Coronary Artery Disease Nursing Care Plan & Management


  • Is characterized by the accumulation of plaque within coronary arteries, which progressively enlarge, thicken and calcify. This causes critical narrowing of the coronary artery lumen (75% occlusion), resulting in a decrease in coronary blood flow and an inadequate supply of oxygen to the heart muscle.
  • Ischemia may be silent (asymptomatic but evidenced by ST depression of 1 mm or more on electrocardiogram (ECG) or may be manifested by angina pectoris (chest pain).
  • Risk factor for Coronary Artery Disease include dyslipidemia, smoking, hypertension, male gender (women are protected until menopause), aging, non-white race, family history, obesity, sedimentary lifestyle, diabetes mellitus, metabolic syndrome, elevated homocysteine, and stress.
  • Acute coronary syndrome is a complication of CAD due to lack of oxygen to the myocardium. Mnaifestations include unstable angina, non ST-segment elevation infarction, and ST-segment elevation infarction.
  • Other causes of angina include coronary artery spasm, aortic stenosis, cardiomyopathy, severe anemia, and thyrotoxicosis.
Risk Factors


  • Cigarette smoking
  • Elevated blood pressure
  • High blood cholesterol (hyperlipidemia)
  • Hyperglycemia (diabetes mellitus)
  • Obesity
  • Physical inactivity
  • Use of oral contraceptives
  • Infection (e.g., gingivitis): possibly associated
  • Behavior patterns ( stress, aggressiveness, hostility)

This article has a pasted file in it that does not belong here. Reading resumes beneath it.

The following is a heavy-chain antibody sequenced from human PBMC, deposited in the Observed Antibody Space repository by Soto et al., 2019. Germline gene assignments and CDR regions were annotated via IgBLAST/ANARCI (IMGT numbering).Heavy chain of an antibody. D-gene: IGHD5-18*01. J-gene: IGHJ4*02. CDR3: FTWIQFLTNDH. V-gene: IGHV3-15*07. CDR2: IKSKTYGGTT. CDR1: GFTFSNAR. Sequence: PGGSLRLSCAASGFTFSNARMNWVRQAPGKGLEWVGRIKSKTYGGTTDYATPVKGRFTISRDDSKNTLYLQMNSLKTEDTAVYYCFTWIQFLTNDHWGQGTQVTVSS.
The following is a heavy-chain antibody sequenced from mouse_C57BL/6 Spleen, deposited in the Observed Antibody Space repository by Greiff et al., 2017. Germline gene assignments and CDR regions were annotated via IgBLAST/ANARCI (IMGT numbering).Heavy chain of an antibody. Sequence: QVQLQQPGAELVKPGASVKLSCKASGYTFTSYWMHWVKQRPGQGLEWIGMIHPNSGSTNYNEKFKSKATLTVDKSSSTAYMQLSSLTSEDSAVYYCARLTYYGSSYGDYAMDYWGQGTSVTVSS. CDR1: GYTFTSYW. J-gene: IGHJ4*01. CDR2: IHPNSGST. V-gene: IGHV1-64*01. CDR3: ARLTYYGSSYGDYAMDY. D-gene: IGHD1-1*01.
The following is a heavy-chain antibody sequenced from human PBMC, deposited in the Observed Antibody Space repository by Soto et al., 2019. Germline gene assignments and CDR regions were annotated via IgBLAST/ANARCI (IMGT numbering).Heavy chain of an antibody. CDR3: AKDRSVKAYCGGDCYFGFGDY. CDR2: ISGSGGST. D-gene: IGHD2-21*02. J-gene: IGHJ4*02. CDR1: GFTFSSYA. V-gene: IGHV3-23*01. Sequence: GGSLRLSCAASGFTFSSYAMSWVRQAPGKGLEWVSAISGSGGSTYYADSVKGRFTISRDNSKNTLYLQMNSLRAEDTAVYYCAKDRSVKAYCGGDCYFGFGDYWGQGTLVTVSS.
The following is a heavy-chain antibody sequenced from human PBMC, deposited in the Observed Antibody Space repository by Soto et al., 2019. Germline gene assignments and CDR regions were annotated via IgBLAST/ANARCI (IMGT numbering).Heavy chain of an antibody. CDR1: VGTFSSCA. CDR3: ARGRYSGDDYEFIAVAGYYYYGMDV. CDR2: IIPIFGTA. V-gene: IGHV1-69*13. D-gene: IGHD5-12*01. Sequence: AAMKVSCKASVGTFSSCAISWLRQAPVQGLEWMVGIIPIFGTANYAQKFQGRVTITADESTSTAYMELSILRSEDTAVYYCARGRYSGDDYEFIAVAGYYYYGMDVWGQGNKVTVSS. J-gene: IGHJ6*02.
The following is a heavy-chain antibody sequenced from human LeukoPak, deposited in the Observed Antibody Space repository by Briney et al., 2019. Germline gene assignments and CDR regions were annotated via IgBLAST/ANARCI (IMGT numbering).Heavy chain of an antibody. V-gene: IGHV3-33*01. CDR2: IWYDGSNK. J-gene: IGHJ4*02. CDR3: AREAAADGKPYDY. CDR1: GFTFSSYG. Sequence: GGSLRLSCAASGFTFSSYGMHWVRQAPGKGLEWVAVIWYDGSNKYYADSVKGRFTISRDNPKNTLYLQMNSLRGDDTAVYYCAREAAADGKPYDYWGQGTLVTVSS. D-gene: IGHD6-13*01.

• Geography: higher incidence in industrialize regions
  • Positive family history ( first degree relative with cardiovascular disease at age 55 or less for males at age 65 or less for female
  • Age ( more than 45 yrs. for men, more than 55 yrs for women)
  • Gender ( occurs 3 times more often in men than in women)
  • Race: higher incidence in Africans Americans than in Caucasian.

Chest pain is provoked by exertion or stress and is relieved by nitroglycerin and rest.

  1. Character. Substernal chest pain, pressure, heaviness, or discomfort. Other sensations include a squeezing, aching, burning, choking, strangling, or cramping pain.
  2. Severity. Pain maybe mild or severe and typically present with a gradual buildup of discomfort and subsequent gradual fading away.
  3. Location. Behind middle or upper third of sternum; the patient will generally will make a fist over the site of pain (positive Levine sign; indicates diffuse deep visceral pain), rather than point to it with fingers.
  4. Radiation. Usually radiates to neck, jaw, shoulders, arms, hands, and posterior intrascapular area. Pain occurs more commonly on the left side than the right; may produce numbness or weakness in arms, wrist, or hands.